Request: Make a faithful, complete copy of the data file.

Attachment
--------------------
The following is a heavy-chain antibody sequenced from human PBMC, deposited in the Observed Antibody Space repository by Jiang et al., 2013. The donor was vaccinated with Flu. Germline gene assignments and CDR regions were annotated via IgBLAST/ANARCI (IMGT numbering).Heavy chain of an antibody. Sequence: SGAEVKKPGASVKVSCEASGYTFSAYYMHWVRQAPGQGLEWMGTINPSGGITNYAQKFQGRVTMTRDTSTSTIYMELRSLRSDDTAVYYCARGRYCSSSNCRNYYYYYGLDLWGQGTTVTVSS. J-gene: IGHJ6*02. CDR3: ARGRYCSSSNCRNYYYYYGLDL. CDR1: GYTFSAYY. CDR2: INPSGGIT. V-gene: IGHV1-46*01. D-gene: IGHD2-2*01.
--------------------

The following is a heavy-chain antibody sequenced from human PBMC, deposited in the Observed Antibody Space repository by Jiang et al., 2013. The donor was vaccinated with Flu. Germline gene assignments and CDR regions were annotated via IgBLAST/ANARCI (IMGT numbering).Heavy chain of an antibody. Sequence: SGAEVKKPGASVKVSCEASGYTFSAYYMHWVRQAPGQGLEWMGTINPSGGITNYAQKFQGRVTMTRDTSTSTIYMELRSLRSDDTAVYYCARGRYCSSSNCRNYYYYYGLDLWGQGTTVTVSS. J-gene: IGHJ6*02. CDR3: ARGRYCSSSNCRNYYYYYGLDL. CDR1: GYTFSAYY. CDR2: INPSGGIT. V-gene: IGHV1-46*01. D-gene: IGHD2-2*01.